This CX Mini Masterclass explores the concept of a customer advisory board (aka customer advisory council) as a Voice of Customer methodology that can yield incredibly rich insights and strengthen relationships with influential customers. Show host and customer experience expert, Julia Ahlfeldt, shares insights on where customer advisory boards are best suited as a VOC approach, and some practical tips to consider if starting one. If you’re looking for a quick yet comprehensive overview of the concept of a customer advisory board and some practical ideas that you can take back to the office, then this episode is for you.
A robust Voice of Customer approach
Episode 39 explored the concept of Voice of Customer, how this differs from CX metrics and measures, and why understanding customers is key to business success. The thing about Voice of Customer is that there are many different approaches. Some of the most popular include surveys, focus groups and interviews, but there are many others, including the customer advisory board (or customer advisory council).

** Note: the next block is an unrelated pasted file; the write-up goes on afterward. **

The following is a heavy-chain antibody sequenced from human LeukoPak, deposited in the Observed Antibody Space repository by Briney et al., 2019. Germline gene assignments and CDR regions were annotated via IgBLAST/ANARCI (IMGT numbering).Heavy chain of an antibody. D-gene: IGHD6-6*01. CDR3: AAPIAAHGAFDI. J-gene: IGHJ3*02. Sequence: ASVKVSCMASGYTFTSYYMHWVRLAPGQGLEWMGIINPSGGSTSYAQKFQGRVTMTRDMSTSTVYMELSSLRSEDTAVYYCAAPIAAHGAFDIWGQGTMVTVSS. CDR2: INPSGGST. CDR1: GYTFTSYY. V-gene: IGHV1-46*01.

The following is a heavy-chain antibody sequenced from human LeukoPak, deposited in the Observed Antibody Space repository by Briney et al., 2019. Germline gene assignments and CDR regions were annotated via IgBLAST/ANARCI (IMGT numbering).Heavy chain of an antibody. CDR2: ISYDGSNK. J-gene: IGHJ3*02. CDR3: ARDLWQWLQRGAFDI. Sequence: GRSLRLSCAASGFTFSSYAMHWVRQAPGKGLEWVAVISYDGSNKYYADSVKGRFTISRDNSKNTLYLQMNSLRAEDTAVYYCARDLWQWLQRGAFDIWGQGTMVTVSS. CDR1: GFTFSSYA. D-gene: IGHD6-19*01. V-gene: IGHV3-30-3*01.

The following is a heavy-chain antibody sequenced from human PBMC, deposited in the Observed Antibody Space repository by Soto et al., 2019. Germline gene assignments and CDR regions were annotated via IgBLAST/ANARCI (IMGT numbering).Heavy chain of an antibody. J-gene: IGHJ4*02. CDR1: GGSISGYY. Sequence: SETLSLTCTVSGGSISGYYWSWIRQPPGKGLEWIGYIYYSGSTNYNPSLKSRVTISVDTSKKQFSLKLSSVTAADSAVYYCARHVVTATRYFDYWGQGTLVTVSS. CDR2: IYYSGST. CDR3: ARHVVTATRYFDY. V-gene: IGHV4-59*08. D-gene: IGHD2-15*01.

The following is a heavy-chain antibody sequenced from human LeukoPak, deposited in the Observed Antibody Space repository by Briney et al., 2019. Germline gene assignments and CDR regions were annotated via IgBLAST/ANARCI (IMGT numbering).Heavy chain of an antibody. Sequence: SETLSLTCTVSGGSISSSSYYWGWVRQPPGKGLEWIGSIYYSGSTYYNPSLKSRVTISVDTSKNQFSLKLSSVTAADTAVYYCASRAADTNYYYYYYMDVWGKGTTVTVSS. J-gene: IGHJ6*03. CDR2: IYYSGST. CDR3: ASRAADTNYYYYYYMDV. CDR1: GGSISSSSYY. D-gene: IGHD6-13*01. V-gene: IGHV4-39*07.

A customer advisory board is organized by a product or service provider and usually consists of a group of customers who convene with the service provider on a regular basis to discuss their experiences, provide feedback, and even participate in innovation or co-creation. Most traditional VOC efforts like surveys or interviews rely on once-off interactions with customers to garner their feedback, but a customer advisory board is an ongoing thing. With the benefit of time and follow-up, one can have deeper conversations with customers.
Customers who participate may also gain an appreciation for the service provider’s business and therefore be able to be collaborative partners in things like troubleshooting and innovation. Customers who contribute their time and energy to participating are also likely to develop a vested interest in the success of the service provider’s business and may become vocal promoters. For these reasons, some companies specifically select industry influencers to be part of their customer advisory bodies.